BridgeBio Pharma has agreed to sell future royalties on an experimental rare disease drug in exchange for $500 million if the medicine, called acoramidis, receives Food and Drug Administration approval.
The financing was extended by asset manager Blue Owl Capital and the investment board that manages the Canada Pension Plan, which together would receive 5% royalties on any future net sales of acoramidis, up to a certain cap.
Notably the agreement, which BridgeBio announced Thursday, provides for a “change of control” in the company, whereby prior to an FDA approval decision the funding agreement could be terminated. The provision could help preserve BridgeBio’s attractiveness to a potential acquirer, analysts at Mizuho Securities and Leerink Partners noted.
Additionally, BridgeBio restructured a debt agreement it held with Blue Owl, extending the maturity of a $450 million credit facility from 2026 to 2029. If needed, BridgeBio could access an additional loan of up to $300 million more.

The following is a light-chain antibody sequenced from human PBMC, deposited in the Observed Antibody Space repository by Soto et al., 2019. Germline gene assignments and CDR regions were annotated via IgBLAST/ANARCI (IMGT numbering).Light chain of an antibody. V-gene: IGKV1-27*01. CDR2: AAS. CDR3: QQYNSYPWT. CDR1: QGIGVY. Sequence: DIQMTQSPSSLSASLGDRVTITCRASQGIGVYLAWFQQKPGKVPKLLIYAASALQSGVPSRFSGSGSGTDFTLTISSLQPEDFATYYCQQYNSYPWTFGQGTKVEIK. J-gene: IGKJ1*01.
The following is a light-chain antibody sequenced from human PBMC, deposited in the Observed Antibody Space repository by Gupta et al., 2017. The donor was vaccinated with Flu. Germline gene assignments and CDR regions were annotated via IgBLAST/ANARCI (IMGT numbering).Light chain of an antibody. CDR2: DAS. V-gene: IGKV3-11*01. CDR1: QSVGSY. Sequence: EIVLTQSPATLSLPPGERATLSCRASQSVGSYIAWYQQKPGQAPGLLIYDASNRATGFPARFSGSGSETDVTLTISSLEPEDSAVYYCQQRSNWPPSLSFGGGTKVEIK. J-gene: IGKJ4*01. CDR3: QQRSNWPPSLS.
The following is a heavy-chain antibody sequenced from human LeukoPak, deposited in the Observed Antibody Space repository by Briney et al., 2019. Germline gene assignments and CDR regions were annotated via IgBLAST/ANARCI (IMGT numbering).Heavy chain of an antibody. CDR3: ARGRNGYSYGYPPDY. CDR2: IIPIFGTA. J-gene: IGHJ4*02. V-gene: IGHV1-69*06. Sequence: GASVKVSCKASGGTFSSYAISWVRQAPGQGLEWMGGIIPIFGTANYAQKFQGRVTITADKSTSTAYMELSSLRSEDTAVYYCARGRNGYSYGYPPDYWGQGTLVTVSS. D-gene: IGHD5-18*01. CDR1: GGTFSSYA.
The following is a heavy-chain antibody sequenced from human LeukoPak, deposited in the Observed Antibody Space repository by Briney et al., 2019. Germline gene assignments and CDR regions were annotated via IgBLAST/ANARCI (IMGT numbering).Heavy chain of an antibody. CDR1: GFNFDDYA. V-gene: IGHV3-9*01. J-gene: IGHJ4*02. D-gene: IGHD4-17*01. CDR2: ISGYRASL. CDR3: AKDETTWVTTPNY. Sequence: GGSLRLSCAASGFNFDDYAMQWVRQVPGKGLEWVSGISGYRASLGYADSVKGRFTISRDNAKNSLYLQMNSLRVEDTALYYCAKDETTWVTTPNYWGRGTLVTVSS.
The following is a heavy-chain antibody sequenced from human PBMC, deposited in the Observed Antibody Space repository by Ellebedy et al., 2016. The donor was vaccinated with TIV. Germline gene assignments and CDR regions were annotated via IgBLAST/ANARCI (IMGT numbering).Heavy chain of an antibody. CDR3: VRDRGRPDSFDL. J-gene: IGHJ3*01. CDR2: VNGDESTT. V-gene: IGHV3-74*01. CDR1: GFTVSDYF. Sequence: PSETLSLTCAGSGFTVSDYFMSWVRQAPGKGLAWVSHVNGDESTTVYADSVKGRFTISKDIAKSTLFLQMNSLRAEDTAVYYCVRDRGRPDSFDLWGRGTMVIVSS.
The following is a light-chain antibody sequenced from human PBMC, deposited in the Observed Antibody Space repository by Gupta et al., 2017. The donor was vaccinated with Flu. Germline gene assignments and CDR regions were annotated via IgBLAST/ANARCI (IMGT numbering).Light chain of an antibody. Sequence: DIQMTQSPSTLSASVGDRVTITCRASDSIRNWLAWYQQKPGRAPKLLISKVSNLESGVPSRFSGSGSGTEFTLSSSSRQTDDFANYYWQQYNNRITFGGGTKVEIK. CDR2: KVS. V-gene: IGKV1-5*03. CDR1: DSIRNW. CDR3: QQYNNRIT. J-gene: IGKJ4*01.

Acoramidis, the drug at the center of Thursday’s deal, is BridgeBio’s chief asset. A small molecule, acoramidis is designed to treat a cardiac form of the rare disease transthyretin amyloidosis. A Phase 3 study of the drug read out positive results last summer and BridgeBio submitted it in December for FDA approval. If the agency accepts the company’s application, a decision would likely come near the end of the year.
The new funds would help support a commercial launch of acoramidis, if approved, BridgeBio said.
According to Mizuho analyst Salim Syed, the $500 million payment upon approval is indicative of a higher peak sales estimate for acoramidis than Wall Street currently forecasts. The difference, Syed wrote in a note to clients, suggests Blue Owl and CPP investments — the name of the entity managing the Canada Pension Plan — envision a longer-lasting market for acoramidis, with sales rising into the early 2030s.
Meanwhile, the debt refinancing “opens up an alternative set of financing options for the company as the rest of the pipeline matures,” added Syed. BridgeBio is developing drugs for an array of rare diseases, as well as certain cancers.
If approved, acoramidis would compete with an approved therapy sold by Pfizer as Vyndaquel and Vyndamax. Another potential competitor from Alnylam Pharmaceuticals is in late-stage testing, with results due sometime early this year.
Shares of BridgeBio rose by about 7% in early morning trading Thursday. The company held $560 million in cash and equity investments as of early November.